STEALING CHAPLIN is directed by Paul Tanter. The film stars Al Sapienza and Simon Phillips.
Two down-on-their-luck British brothers living in Las Vegas are deep in debt to mobsters following gambling gone awry. With a deadline ticking down, they need to hatch a scheme to get money quickly. Upon discovering Charlie Chaplin, the legendary film star, is buried in Las Vegas, the two launch a hare-brained scheme to dig up his body, with the intention of either selling it or claiming the reward money. But when the story becomes a headline and the focus of countless sources of publicity, the duo quickly realizes they’re in over their heads!
Whenever I hear about independent films being filmed in Las Vegas, I’m always interested, being a lifelong resident of Sin City. Not surprisingly, it’s a great place to film, and this odd hodgepodge of fact and fiction certainly made for something that sparked my interest. STEALING CHAPLIN puts a fun fictional twist on the legendary story of Charlie Chaplin’s body being stolen. The two leads and hilarious and likable throughout; they make the movie. Other sequences don’t fare quite as well, but I won’t deny that it’s an entertaining film and one that’s certainly worth your time. In many ways I found the movie to be reminiscent of the Coen Bros. classic FARGO – and I mean that as the utmost of compliments.
The Las Vegas scenery is great, but what truly makes this movie fantastic is its two leads. The over-the-top dialogue and scheming for them is what STEALING CHAPLIN will truly be remembered for. Whether they’re coming up with a scam to get money to pay off who they’re in debt to, or one of them is ranting to the other resulting in some hilarious arguments and snarky comments, there’s no denying these two steal the show. I’d gladly pay full price for a ticket to see these two together in a movie again. Sequences with the brothers together are the best the film has to offer by far, making it all the more interesting with many factors threaten to put a wedge between the two. You haven’t lived until you’ve heard one of these brothers debating what a “silent” film truly is, and if Charlie Chaplin’s films meet the criteria. It must be seen and heard to be believed.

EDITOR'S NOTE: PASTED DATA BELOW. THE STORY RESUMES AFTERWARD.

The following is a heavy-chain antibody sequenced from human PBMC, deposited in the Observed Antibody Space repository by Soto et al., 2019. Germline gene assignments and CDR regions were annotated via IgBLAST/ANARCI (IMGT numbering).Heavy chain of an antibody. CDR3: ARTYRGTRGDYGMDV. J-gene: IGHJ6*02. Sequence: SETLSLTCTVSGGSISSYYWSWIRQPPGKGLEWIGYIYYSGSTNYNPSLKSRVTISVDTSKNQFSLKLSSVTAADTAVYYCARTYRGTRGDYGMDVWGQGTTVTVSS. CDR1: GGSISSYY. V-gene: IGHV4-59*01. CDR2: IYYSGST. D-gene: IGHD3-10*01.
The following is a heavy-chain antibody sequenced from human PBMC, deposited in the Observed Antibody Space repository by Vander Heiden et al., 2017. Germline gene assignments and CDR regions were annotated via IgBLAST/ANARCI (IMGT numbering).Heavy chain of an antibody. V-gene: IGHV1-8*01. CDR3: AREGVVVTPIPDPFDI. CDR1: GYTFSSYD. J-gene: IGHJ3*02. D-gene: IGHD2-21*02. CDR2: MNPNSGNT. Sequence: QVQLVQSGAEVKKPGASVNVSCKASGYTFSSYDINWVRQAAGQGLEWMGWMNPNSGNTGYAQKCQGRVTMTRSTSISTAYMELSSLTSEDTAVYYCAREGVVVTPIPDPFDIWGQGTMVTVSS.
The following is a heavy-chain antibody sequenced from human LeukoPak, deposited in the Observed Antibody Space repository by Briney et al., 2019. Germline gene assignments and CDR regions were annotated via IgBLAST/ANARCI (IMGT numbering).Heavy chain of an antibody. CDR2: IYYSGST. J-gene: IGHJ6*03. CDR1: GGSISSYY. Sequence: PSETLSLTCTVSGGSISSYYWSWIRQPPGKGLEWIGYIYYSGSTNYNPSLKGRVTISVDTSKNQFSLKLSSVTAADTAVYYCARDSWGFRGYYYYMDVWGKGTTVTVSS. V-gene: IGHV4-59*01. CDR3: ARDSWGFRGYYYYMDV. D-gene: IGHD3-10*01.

The film also jumps back and forth between comedic and dramatic/gritty territory, with the movie accompanied by Charlie Chaplin quotes that suit the matters at hand in the film, and even an omnipotent narrator. You know the film doesn’t take itself too seriously when even the narrator is calling the two main characters morons, although I mean that in the best (and most hilarious!) of ways.
Unfortunately, other scenes in the movie, in particular those lacking the brothers, don’t fare quite as well. We get stereotypical mobsters who feel like they could’ve been in any other movie (though I won’t deny the actors here play them well), and brief but largely unnecessary police department scenes, and the obligatory “corrupt cop” subplot, which in this case really doesn’t amount to much. Put simply, the brothers are the heart and soul of STEALING CHAPLIN, and when they’re not on camera, the movie does have a tendency to descend into slightly more generic territory. For a movie that clocks in around 105 minutes, we do get a few too many characters and subplots, although this fan won’t deny the actors hired to play these parts do them well.
STEALING CHAPLIN is worth your time, even if it does tend to suffer and slow down a little when its core brothers aren’t on screen. Over-the-top and zany while still retaining some degree of grit and drama, it truly must be seen to be believed. Strongly recommended!
Rating: Three stars out of four.